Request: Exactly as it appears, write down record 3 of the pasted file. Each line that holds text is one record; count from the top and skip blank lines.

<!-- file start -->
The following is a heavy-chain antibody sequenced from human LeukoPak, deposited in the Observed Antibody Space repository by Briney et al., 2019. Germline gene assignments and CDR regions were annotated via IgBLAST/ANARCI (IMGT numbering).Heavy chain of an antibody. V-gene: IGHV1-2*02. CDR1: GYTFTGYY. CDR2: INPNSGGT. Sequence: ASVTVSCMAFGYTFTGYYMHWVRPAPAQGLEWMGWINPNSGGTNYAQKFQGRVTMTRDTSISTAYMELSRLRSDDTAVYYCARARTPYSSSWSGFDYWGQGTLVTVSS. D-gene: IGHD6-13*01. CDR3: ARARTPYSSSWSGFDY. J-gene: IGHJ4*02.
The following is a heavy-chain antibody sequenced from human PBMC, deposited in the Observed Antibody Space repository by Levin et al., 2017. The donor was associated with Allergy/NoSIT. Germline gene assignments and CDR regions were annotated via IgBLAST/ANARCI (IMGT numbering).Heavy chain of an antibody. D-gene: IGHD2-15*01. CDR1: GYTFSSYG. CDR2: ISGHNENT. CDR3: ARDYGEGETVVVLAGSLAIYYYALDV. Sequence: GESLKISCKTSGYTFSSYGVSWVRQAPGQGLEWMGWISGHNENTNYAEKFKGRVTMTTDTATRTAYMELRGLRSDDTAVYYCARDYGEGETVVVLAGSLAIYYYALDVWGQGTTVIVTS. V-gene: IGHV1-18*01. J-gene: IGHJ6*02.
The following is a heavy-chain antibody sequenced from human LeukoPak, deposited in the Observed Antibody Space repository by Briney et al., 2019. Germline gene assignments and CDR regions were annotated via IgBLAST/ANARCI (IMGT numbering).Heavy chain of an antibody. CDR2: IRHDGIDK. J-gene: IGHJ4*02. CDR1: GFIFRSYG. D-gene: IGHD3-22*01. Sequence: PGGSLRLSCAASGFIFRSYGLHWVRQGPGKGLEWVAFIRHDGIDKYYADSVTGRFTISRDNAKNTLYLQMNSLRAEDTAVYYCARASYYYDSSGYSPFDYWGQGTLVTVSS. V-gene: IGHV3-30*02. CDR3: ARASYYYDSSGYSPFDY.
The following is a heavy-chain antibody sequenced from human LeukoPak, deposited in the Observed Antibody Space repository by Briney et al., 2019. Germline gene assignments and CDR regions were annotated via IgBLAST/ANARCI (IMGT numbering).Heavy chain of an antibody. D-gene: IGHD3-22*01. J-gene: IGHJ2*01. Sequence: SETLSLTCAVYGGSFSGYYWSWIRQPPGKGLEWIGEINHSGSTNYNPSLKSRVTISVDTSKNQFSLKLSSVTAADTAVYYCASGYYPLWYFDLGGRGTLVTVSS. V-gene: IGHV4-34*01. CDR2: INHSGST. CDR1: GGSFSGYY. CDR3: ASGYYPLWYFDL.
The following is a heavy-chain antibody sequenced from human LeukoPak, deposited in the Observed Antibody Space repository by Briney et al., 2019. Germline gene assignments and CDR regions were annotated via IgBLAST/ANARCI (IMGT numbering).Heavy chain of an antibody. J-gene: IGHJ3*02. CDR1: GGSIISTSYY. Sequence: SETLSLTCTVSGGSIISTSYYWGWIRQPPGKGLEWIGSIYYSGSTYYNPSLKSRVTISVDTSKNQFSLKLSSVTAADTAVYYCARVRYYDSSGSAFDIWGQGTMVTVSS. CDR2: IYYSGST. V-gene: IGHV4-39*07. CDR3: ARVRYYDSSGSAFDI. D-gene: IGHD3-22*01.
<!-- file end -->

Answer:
The following is a heavy-chain antibody sequenced from human LeukoPak, deposited in the Observed Antibody Space repository by Briney et al., 2019. Germline gene assignments and CDR regions were annotated via IgBLAST/ANARCI (IMGT numbering).Heavy chain of an antibody. CDR2: IRHDGIDK. J-gene: IGHJ4*02. CDR1: GFIFRSYG. D-gene: IGHD3-22*01. Sequence: PGGSLRLSCAASGFIFRSYGLHWVRQGPGKGLEWVAFIRHDGIDKYYADSVTGRFTISRDNAKNTLYLQMNSLRAEDTAVYYCARASYYYDSSGYSPFDYWGQGTLVTVSS. V-gene: IGHV3-30*02. CDR3: ARASYYYDSSGYSPFDY.